Breathe, people. Breathe.
Yes, NFL free agency starts Saturday when teams are allowed to begin contacting players from other teams. Yes, players can begin signing Tuesday. Yes, every media outlet in the country will immediately knee-jerk every team into two black-and-white piles for winners and losers.
But if you find your blood pressure rising with unrealistic fantasies of your favorite team buying Super Bowl XLIX before St. Patrick’s Day, take a deep breath, close your eyes and ask yourself three things:
1. Whatever became of that “Dream Team” the Eagles bought in March 2011? Answer: #nightmare.
2. Who won the first week of free agency in 2013 and how many actual on-the-field victories did it translate into? Answer: Dolphins, one (6-10 to 7-9).
3. Which five words might best describe why Redskins owner Dan Snyder doesn’t have a Lombardi Trophy? Answer: Impatience, free agency and Albert Haynesworth.
Some have described the start of free agency as Christmas morning. And, yes, there are some treasures to be found. But realistically, if Santa were in charge, he wouldn’t take the really good toys — Greg Hardy, Jimmy Graham, Brian Orakpo, etc. — out of the sleigh before departing the North Pole.
With the salary cap at $133 million — $10 million above last year’s total — and expected to keep climbing in future years, most teams have ample room to (over)pay players they like now and release them without too many financial entanglements if they fall short of expectations (see Carlson, J.). The Vikings have about $34 million in cap space and two primary needs: offense and defense.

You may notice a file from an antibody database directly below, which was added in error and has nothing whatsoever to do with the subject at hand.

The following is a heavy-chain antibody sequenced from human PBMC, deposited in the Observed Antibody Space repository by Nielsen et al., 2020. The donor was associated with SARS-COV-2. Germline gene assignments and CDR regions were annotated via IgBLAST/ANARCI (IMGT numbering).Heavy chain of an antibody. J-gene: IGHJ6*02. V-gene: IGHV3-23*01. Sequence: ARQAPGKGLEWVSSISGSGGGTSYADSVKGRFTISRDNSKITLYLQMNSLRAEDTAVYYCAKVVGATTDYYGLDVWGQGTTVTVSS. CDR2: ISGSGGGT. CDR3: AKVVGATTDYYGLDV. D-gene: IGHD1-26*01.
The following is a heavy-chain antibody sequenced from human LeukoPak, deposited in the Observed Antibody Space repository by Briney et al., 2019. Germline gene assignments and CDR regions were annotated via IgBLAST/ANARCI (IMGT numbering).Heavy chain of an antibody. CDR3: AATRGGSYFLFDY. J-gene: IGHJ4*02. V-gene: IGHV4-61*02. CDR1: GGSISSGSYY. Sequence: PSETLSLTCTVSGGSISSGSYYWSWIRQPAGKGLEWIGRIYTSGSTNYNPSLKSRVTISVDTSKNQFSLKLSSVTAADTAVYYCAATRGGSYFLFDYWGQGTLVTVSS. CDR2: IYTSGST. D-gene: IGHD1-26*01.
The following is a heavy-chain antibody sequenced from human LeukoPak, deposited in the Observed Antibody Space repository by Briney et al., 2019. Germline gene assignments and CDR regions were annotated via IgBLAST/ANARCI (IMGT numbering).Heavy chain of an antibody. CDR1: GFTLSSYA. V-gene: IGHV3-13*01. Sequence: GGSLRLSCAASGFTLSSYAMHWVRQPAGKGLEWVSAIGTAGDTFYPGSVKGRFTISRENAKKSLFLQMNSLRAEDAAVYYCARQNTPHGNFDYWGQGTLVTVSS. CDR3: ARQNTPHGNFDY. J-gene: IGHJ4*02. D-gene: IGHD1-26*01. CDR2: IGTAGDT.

Heading into free agency, it’s probably better to have a not-to-do list than a to-do list. Here’s one person’s guideline:
1. No 30-year-olds. Thirty isn’t the new 25. Thirty is too old and too close to the proverbial NFL wall to be flirting with.
2. No running backs. Sorry, Toby. Sorry, Knowshon. But good running backs can be found younger and cheaper on Day 3 of the draft or among the pool of rookie free agents.
3. No receivers if you don’t have a franchise quarterback. With few exceptions, quarterbacks make receivers good, not vice versa. If you think a high-priced receiver will make your marginal quarterback look good, chances are you’re going to end up with two problems: a marginal quarterback and an unhappy high-priced receiver.
4. No sentimental moves based on past performance or locker room leadership. Sorry, Kevin Williams.
5. No players currently in or possibly on their way to Commissioner Roger Goodell’s woodshed. A lot of NFL players are future behavioral risks. Why take ones who already have a history of letting their teams down? Sorry, Brandon Browner. Sorry, Jerome Simpson.
6. No aging pass rusher unless he’s the missing piece. Jared Allen makes no sense for the Vikings. He makes a lot of sense for the Patriots.
7. No injury-prone guys, even nagging injuries. Sorry, Aqib Talib.
8. No overpaying overrated “system” guys. This is a tough one to determine because players generally play better with better players and coaches around them. But here’s where it pays to have talent evaluators who not only can spot talent but can translate how it fits or doesn’t fit their specific team. No offense to former Gopher Eric Decker, but is he really a No. 1 receiver in waiting for a huge payday following a career year? Or is he more the product and extension of Peyton Manning’s brilliance? Personally, it would be hard to open the vault too wide after that one catch for 6 yards in the Super Bowl.
9. No panic moves. By rule, teams have to spend at least an average of 89 percent of the cap over the four-year period from 2013 to 2016. But don’t spend just to spend. Free agency is only one piece of the puzzle. John Abraham was a leftover scrap that signed with the Cardinals in training camp last summer. He went on to have 11½ sacks.
10. No extending the “potential” on guys based purely on height, weight, speed and what the prototypical player at their position is supposed to look like. Sorry, Chris Cook.